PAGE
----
corner of a re-created single man's room at Hawaii's
of tourists flock to Hawaii each year, packing the beaches
and attractions at hot spots such as Oahu’s Waikiki and
it’s easy to escape the crowds at off-the-beaten-track
places around the islands and see some of Hawaii’s
heritage or simply enjoy a blissfully empty beach. Three
places to consider, scattered across Oahu, Molokai and
PLANTATION VILLAGE, OAHU
once was king in Hawaii, the economic linchpin of the
islands. This outdoor heritage museum tells the stories of
the people who lived and worked at the islands’ sugar
plantations from 1850 to 1950, toiling in the sugar-cane
fields and sugar-processing mills and living in tight-knit
half-block of small wood buildings, from family homes and
single men’s rooms to shared bathhouses, has been
grouped at the edge of a brilliant green taro field.
modern multiethnic mosaic was shaped by generations of
such sugar-plantation families who originally came from
China, Japan, the Philippines, Portugal and beyond to work
on the plantations. Visitors can wander through family
cottages adorned with Japanese Buddhist household shrines;
see a single man’s bedroom with its movie-star photos;
wander past a Chinese social hall and the outdoor
Portuguese bread ovens, beehivelike stone ovens for making
the traditional sweet bread.
tours last about 1½ hours and are offered about five
times daily. If you’re lucky, the tour may end with a
sweet taste of fruits, such as star fruit and pomelo, from
the trees that shade the re-created village.
The museum is about 15 miles west of Honolulu on the
outskirts of the town of Waipahu. Adult admission, $13.
island of Molokai is the least touristed, and least
developed, of the main Hawaiian islands. No big hotels, no
fancy restaurants, no traffic; not even a stoplight (a
temporary road-construction stoplight last year caused
some consternation). Locals, many of whom are Native
Hawaiian, want to keep it that way.
Molokai does have is slow-going peace and quiet, a feeling
of Hawaii before mass tourism. To get a taste of the past,
drive along Kamehameha V Highway (Hwy. 450) for 27 miles
from the little town of Kaunakakai to Halawa Valley, at
the island’s east tip, where the road dead ends.
a very Molokai type of "highway." Few cars
travel the two-lane road that hugs the ocean; it becomes
increasingly narrow and winding (and single lane in
places). For the last half-mile it switchbacks about 750
feet down the steep sidewall of the Halawa Valley. Hawaii’s
Polynesian settlers lived in this narrow valley for more
than 1,000 years; these days taro farms and a little wood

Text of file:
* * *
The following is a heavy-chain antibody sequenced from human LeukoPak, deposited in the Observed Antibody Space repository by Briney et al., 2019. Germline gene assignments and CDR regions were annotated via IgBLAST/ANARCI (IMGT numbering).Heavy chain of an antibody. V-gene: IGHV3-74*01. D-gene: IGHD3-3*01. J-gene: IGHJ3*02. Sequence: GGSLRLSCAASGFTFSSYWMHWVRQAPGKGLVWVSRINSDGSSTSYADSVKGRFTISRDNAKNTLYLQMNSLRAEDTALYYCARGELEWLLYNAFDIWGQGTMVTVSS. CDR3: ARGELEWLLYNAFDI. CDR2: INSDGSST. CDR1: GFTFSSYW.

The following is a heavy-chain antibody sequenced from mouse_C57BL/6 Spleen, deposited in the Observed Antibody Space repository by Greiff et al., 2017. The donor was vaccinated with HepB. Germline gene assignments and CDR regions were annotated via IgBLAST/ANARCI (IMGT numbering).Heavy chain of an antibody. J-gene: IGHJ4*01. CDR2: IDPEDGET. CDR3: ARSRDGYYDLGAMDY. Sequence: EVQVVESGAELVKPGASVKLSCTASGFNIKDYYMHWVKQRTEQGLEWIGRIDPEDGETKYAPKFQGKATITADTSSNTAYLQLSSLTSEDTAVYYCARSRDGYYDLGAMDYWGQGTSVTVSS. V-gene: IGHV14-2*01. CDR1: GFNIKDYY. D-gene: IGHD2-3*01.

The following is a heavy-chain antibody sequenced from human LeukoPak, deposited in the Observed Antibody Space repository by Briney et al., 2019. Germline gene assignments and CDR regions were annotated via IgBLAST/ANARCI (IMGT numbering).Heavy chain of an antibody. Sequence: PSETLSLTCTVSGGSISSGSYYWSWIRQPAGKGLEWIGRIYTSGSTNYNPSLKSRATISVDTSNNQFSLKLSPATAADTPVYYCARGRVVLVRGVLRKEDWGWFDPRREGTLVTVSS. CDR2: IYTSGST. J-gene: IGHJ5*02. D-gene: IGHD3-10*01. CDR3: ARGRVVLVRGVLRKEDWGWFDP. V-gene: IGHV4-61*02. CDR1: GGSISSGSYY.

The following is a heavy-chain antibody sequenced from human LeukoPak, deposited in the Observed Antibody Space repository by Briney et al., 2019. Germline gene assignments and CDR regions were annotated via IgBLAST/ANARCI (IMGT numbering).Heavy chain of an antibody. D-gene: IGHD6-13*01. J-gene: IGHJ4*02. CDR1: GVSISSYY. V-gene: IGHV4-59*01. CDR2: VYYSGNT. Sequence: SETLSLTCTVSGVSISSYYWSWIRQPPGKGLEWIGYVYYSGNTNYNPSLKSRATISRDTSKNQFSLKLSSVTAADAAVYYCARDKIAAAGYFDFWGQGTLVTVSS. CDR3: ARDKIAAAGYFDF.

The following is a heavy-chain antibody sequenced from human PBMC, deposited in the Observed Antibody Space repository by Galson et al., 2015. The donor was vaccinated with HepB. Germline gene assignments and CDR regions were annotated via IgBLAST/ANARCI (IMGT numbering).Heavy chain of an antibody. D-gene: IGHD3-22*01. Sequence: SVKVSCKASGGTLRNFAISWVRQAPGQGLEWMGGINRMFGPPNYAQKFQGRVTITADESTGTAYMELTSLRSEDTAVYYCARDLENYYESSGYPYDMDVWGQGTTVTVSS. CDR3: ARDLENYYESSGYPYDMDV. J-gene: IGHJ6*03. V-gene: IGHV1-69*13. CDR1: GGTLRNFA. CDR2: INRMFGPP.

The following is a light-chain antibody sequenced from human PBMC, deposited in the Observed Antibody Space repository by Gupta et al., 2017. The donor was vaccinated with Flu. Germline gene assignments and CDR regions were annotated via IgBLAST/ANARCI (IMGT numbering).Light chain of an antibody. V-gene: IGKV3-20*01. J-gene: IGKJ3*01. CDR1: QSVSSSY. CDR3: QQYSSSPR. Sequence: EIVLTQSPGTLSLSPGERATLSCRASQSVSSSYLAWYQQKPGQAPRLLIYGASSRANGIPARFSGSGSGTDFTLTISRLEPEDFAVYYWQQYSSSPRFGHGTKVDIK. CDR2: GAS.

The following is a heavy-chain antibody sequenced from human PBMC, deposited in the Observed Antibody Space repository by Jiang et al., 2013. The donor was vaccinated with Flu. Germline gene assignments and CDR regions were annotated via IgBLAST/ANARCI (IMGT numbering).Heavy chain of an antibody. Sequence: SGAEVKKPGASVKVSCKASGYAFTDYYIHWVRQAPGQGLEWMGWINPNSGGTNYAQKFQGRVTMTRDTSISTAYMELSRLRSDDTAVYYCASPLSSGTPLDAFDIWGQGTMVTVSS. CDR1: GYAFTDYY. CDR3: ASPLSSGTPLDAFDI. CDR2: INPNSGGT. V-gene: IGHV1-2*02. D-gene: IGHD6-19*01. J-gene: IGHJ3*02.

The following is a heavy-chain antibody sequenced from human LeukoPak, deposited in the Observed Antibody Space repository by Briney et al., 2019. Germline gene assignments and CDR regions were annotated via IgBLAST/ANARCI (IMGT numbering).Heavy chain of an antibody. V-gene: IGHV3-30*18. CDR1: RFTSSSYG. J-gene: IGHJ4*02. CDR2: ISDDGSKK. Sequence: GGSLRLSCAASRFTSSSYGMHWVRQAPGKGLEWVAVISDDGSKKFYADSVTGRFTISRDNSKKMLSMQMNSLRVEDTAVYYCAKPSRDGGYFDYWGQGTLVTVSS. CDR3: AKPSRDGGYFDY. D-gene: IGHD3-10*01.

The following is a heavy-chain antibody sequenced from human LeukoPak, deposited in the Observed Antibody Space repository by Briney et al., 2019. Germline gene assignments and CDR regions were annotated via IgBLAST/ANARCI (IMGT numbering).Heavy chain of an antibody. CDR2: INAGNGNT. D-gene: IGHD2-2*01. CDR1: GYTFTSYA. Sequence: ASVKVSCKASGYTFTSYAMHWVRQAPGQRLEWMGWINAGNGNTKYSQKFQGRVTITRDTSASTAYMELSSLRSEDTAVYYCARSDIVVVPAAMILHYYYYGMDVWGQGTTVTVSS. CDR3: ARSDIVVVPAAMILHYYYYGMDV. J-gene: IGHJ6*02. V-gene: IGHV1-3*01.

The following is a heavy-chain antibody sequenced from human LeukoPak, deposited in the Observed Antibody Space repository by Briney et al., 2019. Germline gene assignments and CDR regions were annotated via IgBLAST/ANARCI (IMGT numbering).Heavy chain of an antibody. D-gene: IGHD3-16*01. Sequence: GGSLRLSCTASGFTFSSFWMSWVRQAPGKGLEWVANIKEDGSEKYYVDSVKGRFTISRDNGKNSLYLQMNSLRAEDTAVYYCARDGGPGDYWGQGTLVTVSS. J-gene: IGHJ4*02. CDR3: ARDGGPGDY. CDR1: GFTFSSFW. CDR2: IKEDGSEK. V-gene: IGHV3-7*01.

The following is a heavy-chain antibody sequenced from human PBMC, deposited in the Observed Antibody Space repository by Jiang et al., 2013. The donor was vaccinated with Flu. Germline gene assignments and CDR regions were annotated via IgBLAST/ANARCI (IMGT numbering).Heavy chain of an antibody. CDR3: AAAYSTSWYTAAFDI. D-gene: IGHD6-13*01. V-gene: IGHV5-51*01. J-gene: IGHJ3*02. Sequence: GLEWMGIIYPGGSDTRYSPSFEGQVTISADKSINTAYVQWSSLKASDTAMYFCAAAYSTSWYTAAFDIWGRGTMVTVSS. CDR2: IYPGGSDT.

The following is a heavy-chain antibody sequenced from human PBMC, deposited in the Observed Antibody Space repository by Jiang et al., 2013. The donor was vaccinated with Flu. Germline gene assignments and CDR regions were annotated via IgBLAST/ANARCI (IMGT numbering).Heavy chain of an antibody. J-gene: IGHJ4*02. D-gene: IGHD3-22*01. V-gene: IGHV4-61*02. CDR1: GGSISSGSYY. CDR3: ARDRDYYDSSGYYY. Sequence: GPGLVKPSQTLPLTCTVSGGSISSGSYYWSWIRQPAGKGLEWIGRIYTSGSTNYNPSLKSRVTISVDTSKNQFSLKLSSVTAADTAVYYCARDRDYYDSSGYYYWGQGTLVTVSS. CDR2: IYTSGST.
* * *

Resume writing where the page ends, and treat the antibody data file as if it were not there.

chapel dot the remote area.
visitors there’s nothing much at Halawa — except
peaceful, natural beauty. Go beyond a small grassy park
(with picnic tables and restroom) and follow a dirt road
to a beachside parking area. Or walk a few minutes to a
more sheltered white-sand beach.
surf (mostly in winter) and swim. Visitors unfamiliar with
the ocean currents should be cautious; there are no
lifeguards, and help is far away. Take a stroll. Nap under
a tree. Listen to the waves.
energy? Take a guided hike about two miles to Halawa’s
Moa’ula Falls (access restricted as it’s on private
land), which tumbles about 250 feet down the cliffs that
edge the valley. (Among the small companies offering the
tour are Molokaifishanddive.com.)
General island info, including Halawa, is at gohawaii.com/en/molokai.
MISSION HOUSE, KAUAI
away on Kauai’s lush north shore is Waioli Mission House
Museum, built in 1836 as a home for American missionaries
and their families who were bringing Christianity to
Hawaii, then still an independent kingdom.
a bit of New England transplanted to the tropics, a
two-story white wooden house with a shingle roof, paned
windows and a massive stone chimney. Run as a
heritage-house museum, it’s furnished with Shaker-style
and antique furniture, rag rugs and shelves of books.
house is just a block off the main north-shore road near
the little town of Hanalei, with still-in-use church
buildings nearby. But stroll through the mission house’s
peaceful rooms, gaze out the windows over emerald-green
fields to the steep, waterfall-draped peaks and you’re
taken back in time.
Waioli Mission House is run by Grove Farm Homestead &
Museum, a sugar-plantation homestead in Kauai’s main
town of Lihue, 32 miles away. Visit both to learn about
sugar plantations and missionary life in the Hawaiian
Waioli Mission House is open Tuesday, Thursday and
Saturday from 9 a.m. to 3 p.m. Donation of $10 per person
is requested. grovefarm.org